Oddball Protocol
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Oddball Protocol

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This band has not uploaded any videos


The best kept secret in music


"Night at the Nomad"

The Nomad World Pub is a rather recent addition to the West Bank nightlife scene. Music journalist Paul Bowman offers DinkyTownExchange readers an inside look at a recent performance.

November 17, 2005

Artists: Caleb Riley, Dave Olson / Atom Robinson, Oddball Protocol, Victor Barnes

I walked in during Caleb Riley’s set to an empty Nomad - well, empty except for the artists themselves (as well as the trumpet-in-residence, Jason Marks, from local band Gold Standard) and their friends (which included me). At least it didn’t stay so empty.
The response to Caleb was limited, but I did my best to make my appreciation known. Caleb takes the stage as a one-man band, an act he pulls off with his loop machine and an assortment of instruments on stage. Caleb’s talents range from vocal beatbox to looping to percussion to slap bass to guitar solos. All I could think during his short performance was that he was able to showcase his own talent without the help of a band.

The craziest part of the show for the crowd was Caleb’s original acoustic instrumental “Freight Train” which segued into a loop of Led Zeppelin’s “Whole Lotta Love.” To dissect his looping for you, here’s an example: he played an acoustic guitar part coming out of “Freight Train” which he started and stopped a span of maybe six seconds, letting it play by itself. Next, he picked up a bass, and within the groove of the repeating six-second guitar piece, he played a bass solo and then looped another six seconds of a bass-line within the guitar lick from before. He continued with drum sticks, claves, and picked up the bass again for one more slap solo. To add the final touch, he picked up an electric guitar and soloed on this massive loop that was already taking place. Catch Caleb Riley and hopefully you’ll get our set closer: the Beatle’s “Norwegian Wood” into the “Peanuts theme” segued through on bass. Watch out for this kid: you can check his music out at his Myspace page.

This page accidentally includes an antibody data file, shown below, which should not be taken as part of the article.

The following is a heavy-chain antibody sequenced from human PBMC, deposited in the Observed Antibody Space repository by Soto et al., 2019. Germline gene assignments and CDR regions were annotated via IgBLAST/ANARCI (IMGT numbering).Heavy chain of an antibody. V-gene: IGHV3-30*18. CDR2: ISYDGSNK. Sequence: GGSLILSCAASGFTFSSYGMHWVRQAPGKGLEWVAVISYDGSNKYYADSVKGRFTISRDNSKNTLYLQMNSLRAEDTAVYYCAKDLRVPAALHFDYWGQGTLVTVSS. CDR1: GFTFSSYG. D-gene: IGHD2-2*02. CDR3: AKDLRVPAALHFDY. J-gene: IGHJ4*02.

Dave Olson, a local singer/songwriter, was up next with bassist Atom Robinson. The crowd seemed to think it was more important to talk over their playing, but I did my best to stick it out. Dave’s great lyrics and voice really made the forty-minute set impressive. Many of the songs felt like references back to my own life. Choruses like “There’s no telling how far I’ll go / I hardly see the distance for a woman I hardly know” and “She’s not here tonight / So go grab your cigarettes / Go grab your light / cuz she’s not here tonight” really spoke to different times in my life, I felt like he knew me personally. Right down to the last song: “Stupid and Mean,” introduced by Dave as “a song about a group of people that just don’t know.” Dave played with a harmonica on his neck while strumming his acoustic, singing the great chorus with Atom: “Stupid and mean / break another heart / tell another lie / stupid and mean.” You can check out Dave’s website at daveolson.net for some free mp3s and upcoming Twin Cities tour dates. The next show is Friday, December 16, 2005 at Old Man River Cafe, St. Paul, MN- on the corner of Annapolis and Smith, West St. Paul, 7pm.